Model QPF (Quantitative Precipitation Forecast) ranges from about 1.25” to around 1.75” over the last few runs for the various model suites. The latest GFS model is showing a little over 1.25” split over two days (images below) as that model is a bit faster with the eastward movement of the upper level low than the ECM model that is 3-6 hours slower. That model is showing around 1.50” latest run and the Canadian model is similar.
The forecast generally follows the more consistent output from the ECM model with high confidence for at least a foot at Main with probably around 15” total by Monday night when the storm ends. I think the top will get around 20” while Canyon should pick up around a foot. Looks like Monday will be the first riders of the storm day with the top likely closed Monday. Tuesday will be a bluebird powder day.
Looks like generally dry and seasonable weather for the rest of next week. The numerical guidance moves a weak low ashore into NorCal early Wednesday that may result in breezy west winds (and wind buff) with a piece of energy from that low cutting off from the jet and setting up off SoCal by Thursday next week (image below). Looks like great skiing/riding next week under winter conditions on the mountain.
The longer range models are now suggesting that a favorable snowfall pattern may set up over the first weekend of December. The ECM model is the most bullish on this scenario with a deep upper level low pressure system situated right along the coast by next Sunday (image below) and Mammoth on the cold side of a strong jet stream slamming into the Sierra. That particular upper level pattern would result in a classic Sierra snow storm with the current QPF showing enough precipitation for four feet of snow by early the following week (and two feet in Big Bear!).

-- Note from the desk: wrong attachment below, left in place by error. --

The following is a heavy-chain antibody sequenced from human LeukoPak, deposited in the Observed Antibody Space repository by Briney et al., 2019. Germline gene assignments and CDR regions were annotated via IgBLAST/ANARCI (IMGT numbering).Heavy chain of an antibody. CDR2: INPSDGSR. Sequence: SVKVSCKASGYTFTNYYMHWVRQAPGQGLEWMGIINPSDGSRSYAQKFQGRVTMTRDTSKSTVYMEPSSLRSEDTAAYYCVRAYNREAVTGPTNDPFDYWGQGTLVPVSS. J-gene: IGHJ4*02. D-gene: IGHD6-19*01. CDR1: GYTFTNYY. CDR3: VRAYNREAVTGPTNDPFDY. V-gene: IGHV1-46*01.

The other models are not as bullish as the ECM model, but they do show some form of deep trough along or near the coast that would result in snowfall for the Sierra and Mammoth. It is still over a week out and the set-up will change as we get closer to the potential event, with the main message now being that there is a chance for snowfall, possibly heavy, that weekend and into the next week. With good ensemble support and operational model agreement on a the placement of a trough along the West Coast, confidence is higher than normal for a 8-10 day forecast for at least some snowfall.
There are also hints that there could be storms to follow over the following week. The GFS model moves a classic high latitude type cold storm in the Sierra by Wednesday the next week (image below) followed by another one in the fantasy extended the next weekend (two images below). These types of storms usually don’t have tons of moisture, but often produce the nicest quality cold-type powder under low snow levels.
Overall, looks like there will be a potential storm cycle to watch for in the fantasy extended range. Confidence is medium right now as the 12Z run of the ECM ensemble mean favors ridging after the 6th. Good news is that the ensemble models, ECM in particular, have not performed well in that time frame yet this season, so hopefully the GFS is onto something. WG